Sediment remediation is like a construction project on the water. It can involve large equipment, bright lights, and noise. Many projects even continue into the night and on weekends to speed up the process. Remediation will be inconvenient in the short-term, but a bit of patience results in a big payoff in the long-term.
Street Traffic and Closures
During the project there will be increased traffic in the area for construction workers, delivery of material, and for disposal of debris. Springwells Ct. and Medina Street will be impacted by the construction of the permanent bulkhead wall. Construction requires a smaller anchor wall of the same length as the primary wall but set back 125 ft. The anchor wall is to keep the primary wall in place and will be connected to it by a series of underground steel tieback rods every 15 ft. Installation of the anchor wall requires the cul-de-sac at the end of Springwells Ct. to be removed. Springwells Ct. will terminate about 200 yards from where it does now. All infrastructure and utilities affected by the removal will be permanently relocated. The rest of Springwells Ct. will be not affected by the construction. Installation of the anchor wall at Medina St. will require temporary closure of the last 25 ft. of road with closure of an additional 50 f.t along only the east side of the street. The temporary closure is expected to be about three months in early 2018.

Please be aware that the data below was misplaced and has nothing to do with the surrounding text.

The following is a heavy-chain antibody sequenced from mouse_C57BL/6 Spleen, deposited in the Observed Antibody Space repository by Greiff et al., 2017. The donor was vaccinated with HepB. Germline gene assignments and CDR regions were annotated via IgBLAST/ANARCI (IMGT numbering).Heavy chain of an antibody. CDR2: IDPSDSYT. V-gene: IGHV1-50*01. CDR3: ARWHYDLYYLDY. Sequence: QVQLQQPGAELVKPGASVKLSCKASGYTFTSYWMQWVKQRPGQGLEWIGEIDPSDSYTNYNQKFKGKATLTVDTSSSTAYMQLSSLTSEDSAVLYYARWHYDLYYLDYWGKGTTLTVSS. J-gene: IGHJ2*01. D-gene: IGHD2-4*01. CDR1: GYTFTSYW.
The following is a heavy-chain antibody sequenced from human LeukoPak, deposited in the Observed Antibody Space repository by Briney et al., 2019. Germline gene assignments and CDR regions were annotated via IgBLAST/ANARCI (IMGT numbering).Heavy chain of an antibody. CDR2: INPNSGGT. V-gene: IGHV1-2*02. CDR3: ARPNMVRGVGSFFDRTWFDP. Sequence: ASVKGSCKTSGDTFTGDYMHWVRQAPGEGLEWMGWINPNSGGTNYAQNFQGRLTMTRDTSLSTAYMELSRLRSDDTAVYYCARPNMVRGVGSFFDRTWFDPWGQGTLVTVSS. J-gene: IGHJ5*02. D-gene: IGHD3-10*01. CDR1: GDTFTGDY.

Navigation of the Old Channel will not be impeded. However, some areas on the water may have obstructions for days or weeks at a time. Once those targeted sediment areas are cleaned up, access to those areas will be restored. Beware of increased tug and barge traffic.
Noise and Lights
The project will involve work on nights and weekends. There will be increased noise and bright lights.
Contact U.S. EPA project manager, Rose Ellison, (734-692-7689) to coordinate community events on the river and industrial shipping activity with cleanup efforts to minimize traffic and accessibility issues.